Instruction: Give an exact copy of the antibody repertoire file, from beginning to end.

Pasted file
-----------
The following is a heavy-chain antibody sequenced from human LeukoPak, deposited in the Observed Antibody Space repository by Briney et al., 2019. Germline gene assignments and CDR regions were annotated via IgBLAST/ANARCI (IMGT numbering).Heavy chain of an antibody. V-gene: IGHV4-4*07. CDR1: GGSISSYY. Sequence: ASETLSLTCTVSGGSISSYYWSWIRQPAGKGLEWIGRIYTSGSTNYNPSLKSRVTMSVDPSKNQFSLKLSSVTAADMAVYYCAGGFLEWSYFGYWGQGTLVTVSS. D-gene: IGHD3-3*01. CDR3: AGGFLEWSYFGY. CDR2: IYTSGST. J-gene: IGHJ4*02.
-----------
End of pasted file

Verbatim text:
The following is a heavy-chain antibody sequenced from human LeukoPak, deposited in the Observed Antibody Space repository by Briney et al., 2019. Germline gene assignments and CDR regions were annotated via IgBLAST/ANARCI (IMGT numbering).Heavy chain of an antibody. V-gene: IGHV4-4*07. CDR1: GGSISSYY. Sequence: ASETLSLTCTVSGGSISSYYWSWIRQPAGKGLEWIGRIYTSGSTNYNPSLKSRVTMSVDPSKNQFSLKLSSVTAADMAVYYCAGGFLEWSYFGYWGQGTLVTVSS. D-gene: IGHD3-3*01. CDR3: AGGFLEWSYFGY. CDR2: IYTSGST. J-gene: IGHJ4*02.